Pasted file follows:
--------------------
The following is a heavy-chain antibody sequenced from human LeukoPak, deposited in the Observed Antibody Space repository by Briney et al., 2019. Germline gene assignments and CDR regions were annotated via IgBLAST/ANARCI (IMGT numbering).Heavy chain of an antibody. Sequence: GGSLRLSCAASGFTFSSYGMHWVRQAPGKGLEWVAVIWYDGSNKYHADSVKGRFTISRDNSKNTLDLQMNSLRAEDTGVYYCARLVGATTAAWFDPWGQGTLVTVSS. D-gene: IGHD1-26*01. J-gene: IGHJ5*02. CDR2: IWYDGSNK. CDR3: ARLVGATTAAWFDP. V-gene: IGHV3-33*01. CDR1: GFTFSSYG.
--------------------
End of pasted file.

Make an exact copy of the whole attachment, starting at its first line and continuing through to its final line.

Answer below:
The following is a heavy-chain antibody sequenced from human LeukoPak, deposited in the Observed Antibody Space repository by Briney et al., 2019. Germline gene assignments and CDR regions were annotated via IgBLAST/ANARCI (IMGT numbering).Heavy chain of an antibody. Sequence: GGSLRLSCAASGFTFSSYGMHWVRQAPGKGLEWVAVIWYDGSNKYHADSVKGRFTISRDNSKNTLDLQMNSLRAEDTGVYYCARLVGATTAAWFDPWGQGTLVTVSS. D-gene: IGHD1-26*01. J-gene: IGHJ5*02. CDR2: IWYDGSNK. CDR3: ARLVGATTAAWFDP. V-gene: IGHV3-33*01. CDR1: GFTFSSYG.